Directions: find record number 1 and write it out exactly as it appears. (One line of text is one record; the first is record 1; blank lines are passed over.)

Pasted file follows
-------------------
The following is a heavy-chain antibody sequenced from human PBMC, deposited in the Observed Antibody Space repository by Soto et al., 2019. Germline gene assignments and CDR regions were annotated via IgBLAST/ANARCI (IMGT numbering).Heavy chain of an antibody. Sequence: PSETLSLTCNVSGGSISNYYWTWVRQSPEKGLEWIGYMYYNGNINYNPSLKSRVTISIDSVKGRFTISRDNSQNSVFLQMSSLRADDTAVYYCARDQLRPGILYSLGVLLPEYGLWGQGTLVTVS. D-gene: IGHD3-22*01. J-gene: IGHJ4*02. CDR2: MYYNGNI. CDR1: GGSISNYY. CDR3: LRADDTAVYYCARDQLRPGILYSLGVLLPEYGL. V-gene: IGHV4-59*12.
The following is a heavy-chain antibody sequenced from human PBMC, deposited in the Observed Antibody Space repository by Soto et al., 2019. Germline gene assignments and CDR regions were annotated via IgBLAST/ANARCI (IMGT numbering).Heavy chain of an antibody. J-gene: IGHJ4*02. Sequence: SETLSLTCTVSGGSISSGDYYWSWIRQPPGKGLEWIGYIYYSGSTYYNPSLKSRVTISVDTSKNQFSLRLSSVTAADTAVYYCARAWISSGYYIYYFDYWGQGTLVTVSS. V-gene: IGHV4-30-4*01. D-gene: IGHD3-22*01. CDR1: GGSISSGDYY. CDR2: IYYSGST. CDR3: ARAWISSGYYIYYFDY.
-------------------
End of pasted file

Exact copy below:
The following is a heavy-chain antibody sequenced from human PBMC, deposited in the Observed Antibody Space repository by Soto et al., 2019. Germline gene assignments and CDR regions were annotated via IgBLAST/ANARCI (IMGT numbering).Heavy chain of an antibody. Sequence: PSETLSLTCNVSGGSISNYYWTWVRQSPEKGLEWIGYMYYNGNINYNPSLKSRVTISIDSVKGRFTISRDNSQNSVFLQMSSLRADDTAVYYCARDQLRPGILYSLGVLLPEYGLWGQGTLVTVS. D-gene: IGHD3-22*01. J-gene: IGHJ4*02. CDR2: MYYNGNI. CDR1: GGSISNYY. CDR3: LRADDTAVYYCARDQLRPGILYSLGVLLPEYGL. V-gene: IGHV4-59*12.